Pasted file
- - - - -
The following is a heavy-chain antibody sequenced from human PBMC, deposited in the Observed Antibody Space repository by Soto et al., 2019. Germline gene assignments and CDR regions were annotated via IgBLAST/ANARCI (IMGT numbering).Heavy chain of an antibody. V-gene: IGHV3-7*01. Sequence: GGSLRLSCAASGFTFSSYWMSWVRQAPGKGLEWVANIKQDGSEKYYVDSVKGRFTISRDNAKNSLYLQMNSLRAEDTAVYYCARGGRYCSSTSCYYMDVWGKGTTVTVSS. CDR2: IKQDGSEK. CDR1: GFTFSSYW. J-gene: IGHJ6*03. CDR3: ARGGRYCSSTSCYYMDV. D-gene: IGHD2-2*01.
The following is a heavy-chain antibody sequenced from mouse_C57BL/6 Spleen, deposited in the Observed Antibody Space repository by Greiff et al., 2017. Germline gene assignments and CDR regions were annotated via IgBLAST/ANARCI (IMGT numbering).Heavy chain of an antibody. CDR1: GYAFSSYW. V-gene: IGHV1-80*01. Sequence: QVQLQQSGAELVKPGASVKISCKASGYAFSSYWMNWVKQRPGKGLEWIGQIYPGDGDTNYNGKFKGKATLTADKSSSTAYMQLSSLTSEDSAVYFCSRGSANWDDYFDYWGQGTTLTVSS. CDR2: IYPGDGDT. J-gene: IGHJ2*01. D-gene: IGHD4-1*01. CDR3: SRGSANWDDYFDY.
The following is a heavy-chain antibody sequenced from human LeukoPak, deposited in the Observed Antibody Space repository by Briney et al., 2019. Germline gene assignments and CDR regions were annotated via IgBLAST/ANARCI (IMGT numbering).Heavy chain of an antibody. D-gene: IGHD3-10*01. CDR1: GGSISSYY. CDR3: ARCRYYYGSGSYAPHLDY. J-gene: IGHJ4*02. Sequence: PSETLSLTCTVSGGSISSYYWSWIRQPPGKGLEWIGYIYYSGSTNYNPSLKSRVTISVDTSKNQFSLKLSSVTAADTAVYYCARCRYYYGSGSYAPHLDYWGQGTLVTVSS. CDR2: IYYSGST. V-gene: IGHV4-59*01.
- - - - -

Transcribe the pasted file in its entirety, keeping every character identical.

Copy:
The following is a heavy-chain antibody sequenced from human PBMC, deposited in the Observed Antibody Space repository by Soto et al., 2019. Germline gene assignments and CDR regions were annotated via IgBLAST/ANARCI (IMGT numbering).Heavy chain of an antibody. V-gene: IGHV3-7*01. Sequence: GGSLRLSCAASGFTFSSYWMSWVRQAPGKGLEWVANIKQDGSEKYYVDSVKGRFTISRDNAKNSLYLQMNSLRAEDTAVYYCARGGRYCSSTSCYYMDVWGKGTTVTVSS. CDR2: IKQDGSEK. CDR1: GFTFSSYW. J-gene: IGHJ6*03. CDR3: ARGGRYCSSTSCYYMDV. D-gene: IGHD2-2*01.
The following is a heavy-chain antibody sequenced from mouse_C57BL/6 Spleen, deposited in the Observed Antibody Space repository by Greiff et al., 2017. Germline gene assignments and CDR regions were annotated via IgBLAST/ANARCI (IMGT numbering).Heavy chain of an antibody. CDR1: GYAFSSYW. V-gene: IGHV1-80*01. Sequence: QVQLQQSGAELVKPGASVKISCKASGYAFSSYWMNWVKQRPGKGLEWIGQIYPGDGDTNYNGKFKGKATLTADKSSSTAYMQLSSLTSEDSAVYFCSRGSANWDDYFDYWGQGTTLTVSS. CDR2: IYPGDGDT. J-gene: IGHJ2*01. D-gene: IGHD4-1*01. CDR3: SRGSANWDDYFDY.
The following is a heavy-chain antibody sequenced from human LeukoPak, deposited in the Observed Antibody Space repository by Briney et al., 2019. Germline gene assignments and CDR regions were annotated via IgBLAST/ANARCI (IMGT numbering).Heavy chain of an antibody. D-gene: IGHD3-10*01. CDR1: GGSISSYY. CDR3: ARCRYYYGSGSYAPHLDY. J-gene: IGHJ4*02. Sequence: PSETLSLTCTVSGGSISSYYWSWIRQPPGKGLEWIGYIYYSGSTNYNPSLKSRVTISVDTSKNQFSLKLSSVTAADTAVYYCARCRYYYGSGSYAPHLDYWGQGTLVTVSS. CDR2: IYYSGST. V-gene: IGHV4-59*01.